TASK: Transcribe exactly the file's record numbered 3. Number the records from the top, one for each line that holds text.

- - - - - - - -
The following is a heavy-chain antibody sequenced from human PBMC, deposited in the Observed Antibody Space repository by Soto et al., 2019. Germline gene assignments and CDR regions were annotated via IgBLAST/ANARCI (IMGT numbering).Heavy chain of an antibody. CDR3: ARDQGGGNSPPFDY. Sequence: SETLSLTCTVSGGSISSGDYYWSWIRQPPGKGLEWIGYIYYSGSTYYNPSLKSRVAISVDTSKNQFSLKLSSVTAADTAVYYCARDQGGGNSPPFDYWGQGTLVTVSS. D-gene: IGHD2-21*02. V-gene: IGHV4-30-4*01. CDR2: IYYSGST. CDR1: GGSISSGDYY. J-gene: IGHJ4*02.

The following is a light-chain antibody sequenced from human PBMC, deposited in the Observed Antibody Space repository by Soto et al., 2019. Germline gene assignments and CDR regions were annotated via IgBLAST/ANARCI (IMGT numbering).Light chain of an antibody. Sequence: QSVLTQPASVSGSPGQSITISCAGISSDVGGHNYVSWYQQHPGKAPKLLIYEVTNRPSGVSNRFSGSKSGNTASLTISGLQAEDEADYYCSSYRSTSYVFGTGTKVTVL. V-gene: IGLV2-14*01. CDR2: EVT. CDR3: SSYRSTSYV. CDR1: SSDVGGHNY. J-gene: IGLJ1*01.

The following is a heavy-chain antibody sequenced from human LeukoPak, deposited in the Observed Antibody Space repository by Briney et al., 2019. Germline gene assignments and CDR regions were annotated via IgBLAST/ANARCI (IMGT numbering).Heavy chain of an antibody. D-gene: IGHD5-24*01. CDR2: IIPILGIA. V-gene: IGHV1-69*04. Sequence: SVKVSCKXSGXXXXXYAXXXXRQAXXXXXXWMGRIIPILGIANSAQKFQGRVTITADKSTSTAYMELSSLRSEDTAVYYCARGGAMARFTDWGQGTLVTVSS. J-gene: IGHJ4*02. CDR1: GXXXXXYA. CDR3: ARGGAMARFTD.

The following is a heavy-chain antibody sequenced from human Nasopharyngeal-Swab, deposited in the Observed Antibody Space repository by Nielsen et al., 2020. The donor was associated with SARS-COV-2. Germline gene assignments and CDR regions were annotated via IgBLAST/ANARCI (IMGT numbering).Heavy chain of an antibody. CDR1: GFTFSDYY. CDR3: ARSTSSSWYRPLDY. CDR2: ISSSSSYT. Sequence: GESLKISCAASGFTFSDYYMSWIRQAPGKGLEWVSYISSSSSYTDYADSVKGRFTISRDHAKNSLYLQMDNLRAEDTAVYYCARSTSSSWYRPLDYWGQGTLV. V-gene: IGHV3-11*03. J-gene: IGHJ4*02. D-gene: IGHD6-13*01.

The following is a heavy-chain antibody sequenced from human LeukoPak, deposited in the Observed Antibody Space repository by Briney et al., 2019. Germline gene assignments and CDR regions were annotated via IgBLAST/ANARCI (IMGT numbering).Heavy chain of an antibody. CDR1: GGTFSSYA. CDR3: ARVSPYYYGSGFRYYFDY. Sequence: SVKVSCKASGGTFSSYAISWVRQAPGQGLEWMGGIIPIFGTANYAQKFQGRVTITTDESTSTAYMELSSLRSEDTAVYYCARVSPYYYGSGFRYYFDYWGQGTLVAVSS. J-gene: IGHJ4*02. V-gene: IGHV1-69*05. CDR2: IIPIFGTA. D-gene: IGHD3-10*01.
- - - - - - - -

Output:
The following is a heavy-chain antibody sequenced from human LeukoPak, deposited in the Observed Antibody Space repository by Briney et al., 2019. Germline gene assignments and CDR regions were annotated via IgBLAST/ANARCI (IMGT numbering).Heavy chain of an antibody. D-gene: IGHD5-24*01. CDR2: IIPILGIA. V-gene: IGHV1-69*04. Sequence: SVKVSCKXSGXXXXXYAXXXXRQAXXXXXXWMGRIIPILGIANSAQKFQGRVTITADKSTSTAYMELSSLRSEDTAVYYCARGGAMARFTDWGQGTLVTVSS. J-gene: IGHJ4*02. CDR1: GXXXXXYA. CDR3: ARGGAMARFTD.